As a non-expert on the matters of the heart, it’s in my best interest to find new ways to learn as much as I can about love and relationships. I consult with friends, watch daytime television, peruse blogs and eavesdrop on conversations at the salon. These are fertile places for love experts and amateurs to relay both enlightening and cautionary tales about their experiences and lessons learned.
Never had it occurred to me to seek professional help or consult with someone who has a degree on the subject. So when a friend sent an email about an upcoming seminar aimed at women between the ages of 35 and 45 who were looking for love, I knew I had to attend. But I was worried.
Would the seminar be chock full of desperate cat ladies so lacking in social skills that they’d need to take a class on what is said to be the most natural thing in the world…finding love? No matter your education level, your income, your size…whether or not you cheat on your taxes…Everyone seems to be able to find love without taking a class on how to do it. Would attending this seminar be admitting defeat? When it comes to love, an education from the School of Hard Knocks somehow feels way more credible than successfully completing a formal course.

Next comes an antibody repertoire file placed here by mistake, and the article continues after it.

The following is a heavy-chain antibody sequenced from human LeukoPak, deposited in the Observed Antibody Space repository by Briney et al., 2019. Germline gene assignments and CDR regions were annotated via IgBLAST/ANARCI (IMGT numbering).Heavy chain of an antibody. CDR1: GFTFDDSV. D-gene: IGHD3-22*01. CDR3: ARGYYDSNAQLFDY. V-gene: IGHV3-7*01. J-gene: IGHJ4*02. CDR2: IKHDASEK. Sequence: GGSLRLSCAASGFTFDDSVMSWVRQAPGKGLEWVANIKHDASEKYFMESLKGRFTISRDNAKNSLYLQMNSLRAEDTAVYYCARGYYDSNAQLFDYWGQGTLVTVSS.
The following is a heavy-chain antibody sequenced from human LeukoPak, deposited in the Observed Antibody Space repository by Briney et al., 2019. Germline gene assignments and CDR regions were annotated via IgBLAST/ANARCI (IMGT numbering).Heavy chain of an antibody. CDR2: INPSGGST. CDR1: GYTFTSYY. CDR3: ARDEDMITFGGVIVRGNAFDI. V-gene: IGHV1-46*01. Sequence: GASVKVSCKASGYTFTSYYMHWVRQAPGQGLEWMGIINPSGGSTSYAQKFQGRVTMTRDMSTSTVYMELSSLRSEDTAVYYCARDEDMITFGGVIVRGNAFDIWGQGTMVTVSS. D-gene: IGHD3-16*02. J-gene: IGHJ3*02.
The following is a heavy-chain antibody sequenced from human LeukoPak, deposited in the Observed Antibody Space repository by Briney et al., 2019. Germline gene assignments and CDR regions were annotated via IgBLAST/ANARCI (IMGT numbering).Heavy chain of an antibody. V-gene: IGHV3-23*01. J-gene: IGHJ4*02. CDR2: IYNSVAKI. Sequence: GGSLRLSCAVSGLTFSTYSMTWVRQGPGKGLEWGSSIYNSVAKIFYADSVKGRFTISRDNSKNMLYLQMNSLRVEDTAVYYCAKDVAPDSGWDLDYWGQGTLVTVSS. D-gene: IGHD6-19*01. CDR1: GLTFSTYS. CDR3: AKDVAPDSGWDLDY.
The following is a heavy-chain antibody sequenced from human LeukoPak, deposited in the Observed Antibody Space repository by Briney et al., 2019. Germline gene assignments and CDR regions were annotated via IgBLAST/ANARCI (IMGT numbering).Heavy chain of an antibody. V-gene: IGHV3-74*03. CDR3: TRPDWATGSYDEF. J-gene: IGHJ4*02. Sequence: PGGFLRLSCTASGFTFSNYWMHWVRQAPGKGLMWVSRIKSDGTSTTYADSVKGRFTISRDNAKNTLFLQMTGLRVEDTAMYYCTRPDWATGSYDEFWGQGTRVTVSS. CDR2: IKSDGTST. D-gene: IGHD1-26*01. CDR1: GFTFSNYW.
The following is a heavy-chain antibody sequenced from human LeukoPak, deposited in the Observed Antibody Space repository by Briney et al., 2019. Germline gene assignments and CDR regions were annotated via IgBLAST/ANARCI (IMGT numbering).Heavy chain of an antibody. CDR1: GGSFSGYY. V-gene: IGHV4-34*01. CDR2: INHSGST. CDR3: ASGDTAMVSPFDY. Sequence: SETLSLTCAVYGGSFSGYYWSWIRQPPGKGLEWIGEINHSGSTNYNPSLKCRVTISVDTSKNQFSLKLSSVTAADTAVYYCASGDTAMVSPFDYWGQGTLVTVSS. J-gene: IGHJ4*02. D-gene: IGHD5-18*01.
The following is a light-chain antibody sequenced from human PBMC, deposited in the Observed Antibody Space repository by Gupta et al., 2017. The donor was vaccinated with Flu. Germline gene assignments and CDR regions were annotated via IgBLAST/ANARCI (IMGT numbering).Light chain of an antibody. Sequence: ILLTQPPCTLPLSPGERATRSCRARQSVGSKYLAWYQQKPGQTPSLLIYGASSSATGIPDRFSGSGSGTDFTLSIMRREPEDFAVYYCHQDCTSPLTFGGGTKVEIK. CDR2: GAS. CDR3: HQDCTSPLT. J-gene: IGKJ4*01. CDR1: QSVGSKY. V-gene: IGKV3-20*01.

I attempted to get out of my head and step back from the situation. Think critically. We never stop learning. Though I’ve officially been out of school for far more years than I care to say, I haven’t stopped taking courses to acquire new skills or brush up on certain subjects. These things only enhance who I am as a professional and make me more marketable. I never enter these classes worried that I might appear clueless or stupid. So why should this be any different? It helped that several of my friends planned to attend. Smart, confident, attractive women who were willing to acknowledge that they didn’t already have all of the answers.
I arrived to class open-minded and eager to learn, pen and notebook in hand. The women running the seminar did so as part of a project needed to complete their doctorates. They encouraged us to speak up, saying the class was meant to be collaborative. I opted in the beginning to remain silent as bolder women shared their battle stories. As the evening went on, I began to ask questions, but I didn’t really delve into my own personal experiences and setbacks. I remained especially quiet and slumped down in my chair a little when it was suggested that in order to move forward you need to pack up all of your emotional baggage. One good way to do this is to write a letter to the one who hurt you, but NOT send it! I didn’t want to admit that I was that girl who wrote AND sent someone a 4-Page letter, all Aaliyah style and got nothing but crickets in return.